(PDM) The exploration of Catholic structures alongside and in conversation with our Anglican brothers and sisters highlights, amongst other things, two specific areas of Catholic practice which are comparatively undeveloped: concerning the role of lay people in ecclesial governance and decision-making; and concerning the role of regional bodies in helping to shape the thinking of the universal church.
It is Catholic teaching that all the faithful, lay and ordained, participate in different ways in the tria munera of Christ, to which belong the tasks of sanctifying, teaching, and governing. Behind teaching lies the process of discerning; behind governing lies the wider area of decision-making; and Catholic laity also play an increasingly large part in ministry to the faithful within the church, as well as to the world. Despite this, lay people are restricted to non-deliberative consultative roles in ecclesial decision-making and discernment processes. This has a potentially negative impact on the quality of the thinking and practice of the church given that it limits the extent to which lay experience and understanding can effectively contribute to its shaping. In addition, it also means that clerical exercise of governance is largely devoid of checks and balances by those governed in a manner that can give rise to problems.
By contrast, Anglican lay people routinely share in the munera of ecclesial governance in a more determinative way.
• The question is consequently raised as to whether the Catholic Church might look to the roles accorded to the lay faithful in Anglican parochial, diocesan, and regional conciliar structures as models that could be transposed into the Catholic context in such a way as would still preserve the respective executive roles of parish priests and bishops.
• Similarly the Catholic Church might have something to learn from some of the routine Anglican processes of deliberative consultation around the selection and appointment of clergy, particularly bishops.
It is Catholic teaching that the primary locus of authority in the church is the College of Bishops in communion with the Bishop of Rome as the Chair of the College. So the teaching emanating from Rome is meant to be articulated with the perceptions and concerns of the diverse particular and local churches throughout the world. In reality, however, the strongly centred nature of Catholic polity in the organs of the universal church limits the extent to which Catholic teaching and practice is effectively articulated with the diversities of cultural context. Compounding this situation is the fact that the Catholic Church struggles to articulate a theological basis for the nature and extent of the teaching authority of national and regional episcopal conferences as part of the ordinary teaching magisterium of the church.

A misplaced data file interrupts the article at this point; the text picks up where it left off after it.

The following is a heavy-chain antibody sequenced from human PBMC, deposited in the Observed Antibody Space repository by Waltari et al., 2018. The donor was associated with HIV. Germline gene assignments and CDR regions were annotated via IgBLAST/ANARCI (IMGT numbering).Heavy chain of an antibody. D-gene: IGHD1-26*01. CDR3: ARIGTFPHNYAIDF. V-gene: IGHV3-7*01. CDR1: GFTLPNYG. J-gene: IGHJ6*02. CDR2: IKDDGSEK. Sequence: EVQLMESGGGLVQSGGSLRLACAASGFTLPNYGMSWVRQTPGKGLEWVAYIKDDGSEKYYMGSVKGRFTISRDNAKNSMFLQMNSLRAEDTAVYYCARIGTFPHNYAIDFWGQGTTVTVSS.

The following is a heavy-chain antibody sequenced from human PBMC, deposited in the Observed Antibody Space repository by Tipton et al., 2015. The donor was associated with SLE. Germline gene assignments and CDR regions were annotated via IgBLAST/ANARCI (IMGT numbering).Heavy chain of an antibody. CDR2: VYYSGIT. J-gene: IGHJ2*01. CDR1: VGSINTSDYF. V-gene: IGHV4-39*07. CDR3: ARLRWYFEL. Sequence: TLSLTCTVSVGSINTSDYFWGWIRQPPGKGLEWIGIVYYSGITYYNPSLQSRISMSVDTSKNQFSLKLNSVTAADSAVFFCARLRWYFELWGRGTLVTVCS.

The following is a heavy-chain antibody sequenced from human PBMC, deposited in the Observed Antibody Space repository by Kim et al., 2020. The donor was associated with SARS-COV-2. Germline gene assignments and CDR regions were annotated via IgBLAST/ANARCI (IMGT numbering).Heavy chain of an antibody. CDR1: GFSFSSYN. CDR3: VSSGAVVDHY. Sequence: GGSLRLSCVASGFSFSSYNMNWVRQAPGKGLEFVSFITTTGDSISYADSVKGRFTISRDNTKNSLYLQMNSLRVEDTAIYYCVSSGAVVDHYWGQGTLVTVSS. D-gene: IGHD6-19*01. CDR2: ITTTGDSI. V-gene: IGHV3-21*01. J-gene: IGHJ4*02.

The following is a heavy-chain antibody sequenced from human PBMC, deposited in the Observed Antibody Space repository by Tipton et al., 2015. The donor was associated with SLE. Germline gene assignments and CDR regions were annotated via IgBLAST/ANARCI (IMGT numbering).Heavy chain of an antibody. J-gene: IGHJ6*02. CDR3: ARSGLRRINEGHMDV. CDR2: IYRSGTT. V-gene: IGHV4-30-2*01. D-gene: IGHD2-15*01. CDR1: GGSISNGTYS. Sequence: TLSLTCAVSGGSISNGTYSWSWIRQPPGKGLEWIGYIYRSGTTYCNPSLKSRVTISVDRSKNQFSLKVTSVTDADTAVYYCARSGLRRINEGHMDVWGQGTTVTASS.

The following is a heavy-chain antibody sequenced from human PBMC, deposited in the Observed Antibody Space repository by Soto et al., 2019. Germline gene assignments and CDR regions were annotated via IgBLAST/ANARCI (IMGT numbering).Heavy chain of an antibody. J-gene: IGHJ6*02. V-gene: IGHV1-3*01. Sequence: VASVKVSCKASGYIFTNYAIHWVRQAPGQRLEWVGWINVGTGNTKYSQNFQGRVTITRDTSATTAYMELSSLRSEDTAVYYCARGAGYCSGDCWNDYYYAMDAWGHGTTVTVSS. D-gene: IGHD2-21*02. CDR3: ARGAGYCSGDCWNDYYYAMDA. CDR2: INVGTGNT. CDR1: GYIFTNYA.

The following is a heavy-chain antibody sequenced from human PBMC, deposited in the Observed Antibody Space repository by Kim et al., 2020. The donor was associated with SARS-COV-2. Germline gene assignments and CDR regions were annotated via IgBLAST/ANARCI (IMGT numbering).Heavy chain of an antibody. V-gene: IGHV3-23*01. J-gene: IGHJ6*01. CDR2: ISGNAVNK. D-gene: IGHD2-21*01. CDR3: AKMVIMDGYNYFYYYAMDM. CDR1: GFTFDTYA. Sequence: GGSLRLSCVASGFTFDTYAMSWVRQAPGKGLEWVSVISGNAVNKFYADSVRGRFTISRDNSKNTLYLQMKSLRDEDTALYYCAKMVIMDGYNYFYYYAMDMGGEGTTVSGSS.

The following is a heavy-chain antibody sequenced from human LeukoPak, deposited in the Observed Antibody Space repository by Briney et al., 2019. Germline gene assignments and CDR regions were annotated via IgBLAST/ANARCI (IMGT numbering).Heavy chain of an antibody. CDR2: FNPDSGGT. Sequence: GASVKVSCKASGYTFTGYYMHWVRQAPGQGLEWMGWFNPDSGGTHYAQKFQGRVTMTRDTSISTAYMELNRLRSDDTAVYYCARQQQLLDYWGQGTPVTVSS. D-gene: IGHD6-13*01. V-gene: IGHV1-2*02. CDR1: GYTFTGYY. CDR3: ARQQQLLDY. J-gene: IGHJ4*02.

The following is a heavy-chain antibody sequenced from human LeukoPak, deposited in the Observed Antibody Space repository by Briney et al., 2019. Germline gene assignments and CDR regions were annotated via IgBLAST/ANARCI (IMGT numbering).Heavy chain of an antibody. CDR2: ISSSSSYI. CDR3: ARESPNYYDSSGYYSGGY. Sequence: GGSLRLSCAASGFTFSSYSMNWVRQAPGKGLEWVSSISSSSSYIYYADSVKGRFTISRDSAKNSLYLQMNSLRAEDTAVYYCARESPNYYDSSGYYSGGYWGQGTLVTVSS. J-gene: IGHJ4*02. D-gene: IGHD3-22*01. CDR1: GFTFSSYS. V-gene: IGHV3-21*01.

• Whilst recognising the significant asymmetry that exists between the traditions in relation to the respective status of the regional church and the consequent inability simply to transfer across in any direct way, it is nevertheless the case that Catholics could profit from looking closely at what there is to be learned from the characteristic theology and associated principles of the provincial church in Anglican tradition.
• With this, and recognising the need to preserve the executive function of the Bishop of Rome as Head of the College of Bishops, Anglican models could be drawn upon in order to develop the Synod of Bishops from being a purely consultative body, to being a deliberative body which could function as an effective organ of collegiality.
Possible Anglican learning from Catholic practice of the Church, local, regional, and universal
(PG) If there is a key theme that runs through all the many detailed ways in which Anglicans have much to learn from our Catholic brothers and sisters, it is simply this – mechanisms for unity. Anglicans are good at diversity – you could even say that it is our speciality. Across the world wherever Anglicanism has become embedded, it is easy to see the ways in which Anglican worship and practice has adapted to the local context.
I reveal nothing new when I say that Anglicans are far better at articulating what makes us different from each other than we are at identifying what brings us together. One of the repeating strands that runs through the question of what Anglicans can learn from Catholic practice at local, regional and worldwide levels is a commitment to the unity and communion of the wider church.
It is impossible in so short a time to do justice to the many and varied ways in which Anglican life together could be enriched through our learning from Catholic practice, I offer here just a few particular examples which are themed to a greater or lesser extent around the strand of the unity and communion of the wider church: